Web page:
History for Kids? Yes!
“How will I ever learn history when every day the world keeps making more?” laments Billy in a recent Family Circus cartoon. Two things. First, a wave of sympathy for him because we have all felt that way as we learned history in pieces. Second, it’s great to see a second grader thinking about history. When I worked with student teachers in traditional school settings, they insisted history was not part of the mandated curriculum. Well, maybe it was supposed to be included in the one hour of the week set aside for social studies. But no one had a clue how to teach history to second graders. Most were amazed when I introduced some of the first Montessori history lessons that provide iconic frameworks for understanding the passing of time we call history. For example, the Clock of Eras represents all time since the Big Bang on a 12-hour clock, with the appearance of humans occurring in less than the last minute. Carl Sagan, and more recently Neil deGrasse Tyson’s “Cosmos” programs, did a similar thing with the 12-month calendar. Rolling out a very very long roll of black felt with a sliver of red for human history at its end comprises a similar concept. The student teachers found that these lessons provoked deeply felt questions and meaningful conversations about history with the children.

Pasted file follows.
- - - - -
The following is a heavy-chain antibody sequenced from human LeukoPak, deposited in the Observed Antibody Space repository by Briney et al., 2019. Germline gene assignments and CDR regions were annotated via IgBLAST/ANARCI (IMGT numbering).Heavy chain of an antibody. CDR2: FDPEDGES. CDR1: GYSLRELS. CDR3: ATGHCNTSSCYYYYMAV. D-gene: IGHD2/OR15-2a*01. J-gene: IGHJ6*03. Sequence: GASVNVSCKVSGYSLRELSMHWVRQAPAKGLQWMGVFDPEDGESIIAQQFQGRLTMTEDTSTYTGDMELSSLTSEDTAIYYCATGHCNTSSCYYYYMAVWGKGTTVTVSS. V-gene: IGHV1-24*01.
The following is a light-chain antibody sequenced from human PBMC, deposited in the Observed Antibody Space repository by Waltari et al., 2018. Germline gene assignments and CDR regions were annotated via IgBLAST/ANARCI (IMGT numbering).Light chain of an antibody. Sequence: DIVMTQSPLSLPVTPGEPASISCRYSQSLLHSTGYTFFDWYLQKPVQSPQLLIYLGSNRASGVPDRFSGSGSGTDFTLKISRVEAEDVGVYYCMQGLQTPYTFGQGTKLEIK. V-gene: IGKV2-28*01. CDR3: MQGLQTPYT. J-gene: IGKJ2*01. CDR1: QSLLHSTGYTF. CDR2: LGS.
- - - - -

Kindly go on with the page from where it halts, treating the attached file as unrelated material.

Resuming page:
I have long been eager to make the Montessori history lessons widely available to elementary teachers. With the help of the Great Works people in Denver, the history lessons I transcribed in my Bergamo training course have been digitized and now appear on this website for downloading. I have collected the many many lessons into separate file folders to make them more accessible, hoping interested teachers can quickly find what will be most useful for their students. All the lessons with calendar and clock time are suitable for first graders and necessary before a lesson like the Clock of Eras can be meaningful. What seems most important is to provide young children with frameworks for understanding all the history they will encounter in their academic future—and most of all, their important place in time.